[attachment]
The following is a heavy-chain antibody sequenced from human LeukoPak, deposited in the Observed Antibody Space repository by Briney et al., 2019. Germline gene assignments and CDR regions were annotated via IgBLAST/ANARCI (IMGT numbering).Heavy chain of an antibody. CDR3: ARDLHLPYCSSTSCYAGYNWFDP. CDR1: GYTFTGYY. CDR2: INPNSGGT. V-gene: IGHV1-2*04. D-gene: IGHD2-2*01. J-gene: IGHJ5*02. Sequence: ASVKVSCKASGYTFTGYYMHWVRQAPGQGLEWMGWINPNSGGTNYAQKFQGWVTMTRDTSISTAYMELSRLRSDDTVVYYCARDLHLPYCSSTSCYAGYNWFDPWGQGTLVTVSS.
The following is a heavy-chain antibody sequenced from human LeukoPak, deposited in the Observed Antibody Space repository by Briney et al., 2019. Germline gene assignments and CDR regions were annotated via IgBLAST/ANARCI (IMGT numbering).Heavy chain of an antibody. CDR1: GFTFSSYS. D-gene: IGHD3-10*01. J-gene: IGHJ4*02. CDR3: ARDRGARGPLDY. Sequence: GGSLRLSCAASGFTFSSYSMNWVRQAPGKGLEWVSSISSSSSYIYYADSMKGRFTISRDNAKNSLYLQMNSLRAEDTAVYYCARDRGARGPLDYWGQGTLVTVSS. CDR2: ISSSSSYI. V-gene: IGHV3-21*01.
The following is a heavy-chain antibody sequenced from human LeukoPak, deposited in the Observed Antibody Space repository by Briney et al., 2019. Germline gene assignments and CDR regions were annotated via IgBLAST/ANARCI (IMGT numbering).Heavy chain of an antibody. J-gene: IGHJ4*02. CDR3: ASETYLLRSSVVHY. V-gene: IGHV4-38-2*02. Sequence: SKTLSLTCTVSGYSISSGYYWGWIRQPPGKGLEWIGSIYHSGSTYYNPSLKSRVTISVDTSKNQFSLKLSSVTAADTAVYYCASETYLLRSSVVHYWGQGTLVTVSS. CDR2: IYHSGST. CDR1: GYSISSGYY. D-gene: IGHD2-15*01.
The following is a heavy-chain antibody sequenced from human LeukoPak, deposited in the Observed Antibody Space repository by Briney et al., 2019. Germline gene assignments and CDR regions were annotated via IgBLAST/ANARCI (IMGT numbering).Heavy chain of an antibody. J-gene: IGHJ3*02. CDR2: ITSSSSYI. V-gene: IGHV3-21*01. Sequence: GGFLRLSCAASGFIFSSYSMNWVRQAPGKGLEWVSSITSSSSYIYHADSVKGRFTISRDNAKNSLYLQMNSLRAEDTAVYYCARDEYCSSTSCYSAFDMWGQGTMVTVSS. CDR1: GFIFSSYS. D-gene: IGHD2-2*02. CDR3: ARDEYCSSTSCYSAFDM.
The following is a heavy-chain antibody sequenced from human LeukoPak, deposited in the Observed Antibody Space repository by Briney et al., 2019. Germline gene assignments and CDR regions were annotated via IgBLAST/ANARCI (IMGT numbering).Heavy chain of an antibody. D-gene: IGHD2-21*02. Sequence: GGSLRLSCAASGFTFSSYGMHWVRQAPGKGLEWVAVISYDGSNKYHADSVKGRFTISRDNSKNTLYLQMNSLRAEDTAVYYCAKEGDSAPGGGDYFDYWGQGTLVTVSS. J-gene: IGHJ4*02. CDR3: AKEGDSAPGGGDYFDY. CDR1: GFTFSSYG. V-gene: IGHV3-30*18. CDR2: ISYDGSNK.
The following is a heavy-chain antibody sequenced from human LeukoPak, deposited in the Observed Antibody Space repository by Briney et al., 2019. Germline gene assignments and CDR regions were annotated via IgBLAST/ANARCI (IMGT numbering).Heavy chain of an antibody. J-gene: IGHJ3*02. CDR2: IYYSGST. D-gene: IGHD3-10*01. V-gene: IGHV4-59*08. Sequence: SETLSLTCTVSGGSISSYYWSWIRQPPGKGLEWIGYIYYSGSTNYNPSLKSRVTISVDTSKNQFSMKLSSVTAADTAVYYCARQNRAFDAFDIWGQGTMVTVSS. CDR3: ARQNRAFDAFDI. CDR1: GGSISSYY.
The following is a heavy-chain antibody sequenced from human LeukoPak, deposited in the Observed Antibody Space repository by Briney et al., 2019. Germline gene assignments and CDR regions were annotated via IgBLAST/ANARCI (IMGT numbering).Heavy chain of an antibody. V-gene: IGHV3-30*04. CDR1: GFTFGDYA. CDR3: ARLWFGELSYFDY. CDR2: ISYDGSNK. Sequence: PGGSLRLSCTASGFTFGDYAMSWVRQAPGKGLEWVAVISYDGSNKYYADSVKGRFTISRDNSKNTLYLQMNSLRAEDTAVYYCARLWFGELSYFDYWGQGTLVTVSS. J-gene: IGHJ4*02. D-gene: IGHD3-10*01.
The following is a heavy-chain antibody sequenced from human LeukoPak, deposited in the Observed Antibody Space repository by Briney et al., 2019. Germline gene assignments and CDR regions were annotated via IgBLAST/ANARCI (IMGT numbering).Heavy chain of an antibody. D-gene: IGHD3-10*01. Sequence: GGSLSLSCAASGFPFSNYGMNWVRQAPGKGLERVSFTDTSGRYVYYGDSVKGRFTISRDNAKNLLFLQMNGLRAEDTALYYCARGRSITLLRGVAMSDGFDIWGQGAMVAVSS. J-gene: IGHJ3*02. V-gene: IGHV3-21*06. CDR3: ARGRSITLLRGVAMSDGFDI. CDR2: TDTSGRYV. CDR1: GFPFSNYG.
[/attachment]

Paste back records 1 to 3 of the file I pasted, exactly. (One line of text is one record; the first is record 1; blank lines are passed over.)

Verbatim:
The following is a heavy-chain antibody sequenced from human LeukoPak, deposited in the Observed Antibody Space repository by Briney et al., 2019. Germline gene assignments and CDR regions were annotated via IgBLAST/ANARCI (IMGT numbering).Heavy chain of an antibody. CDR3: ARDLHLPYCSSTSCYAGYNWFDP. CDR1: GYTFTGYY. CDR2: INPNSGGT. V-gene: IGHV1-2*04. D-gene: IGHD2-2*01. J-gene: IGHJ5*02. Sequence: ASVKVSCKASGYTFTGYYMHWVRQAPGQGLEWMGWINPNSGGTNYAQKFQGWVTMTRDTSISTAYMELSRLRSDDTVVYYCARDLHLPYCSSTSCYAGYNWFDPWGQGTLVTVSS.
The following is a heavy-chain antibody sequenced from human LeukoPak, deposited in the Observed Antibody Space repository by Briney et al., 2019. Germline gene assignments and CDR regions were annotated via IgBLAST/ANARCI (IMGT numbering).Heavy chain of an antibody. CDR1: GFTFSSYS. D-gene: IGHD3-10*01. J-gene: IGHJ4*02. CDR3: ARDRGARGPLDY. Sequence: GGSLRLSCAASGFTFSSYSMNWVRQAPGKGLEWVSSISSSSSYIYYADSMKGRFTISRDNAKNSLYLQMNSLRAEDTAVYYCARDRGARGPLDYWGQGTLVTVSS. CDR2: ISSSSSYI. V-gene: IGHV3-21*01.
The following is a heavy-chain antibody sequenced from human LeukoPak, deposited in the Observed Antibody Space repository by Briney et al., 2019. Germline gene assignments and CDR regions were annotated via IgBLAST/ANARCI (IMGT numbering).Heavy chain of an antibody. J-gene: IGHJ4*02. CDR3: ASETYLLRSSVVHY. V-gene: IGHV4-38-2*02. Sequence: SKTLSLTCTVSGYSISSGYYWGWIRQPPGKGLEWIGSIYHSGSTYYNPSLKSRVTISVDTSKNQFSLKLSSVTAADTAVYYCASETYLLRSSVVHYWGQGTLVTVSS. CDR2: IYHSGST. CDR1: GYSISSGYY. D-gene: IGHD2-15*01.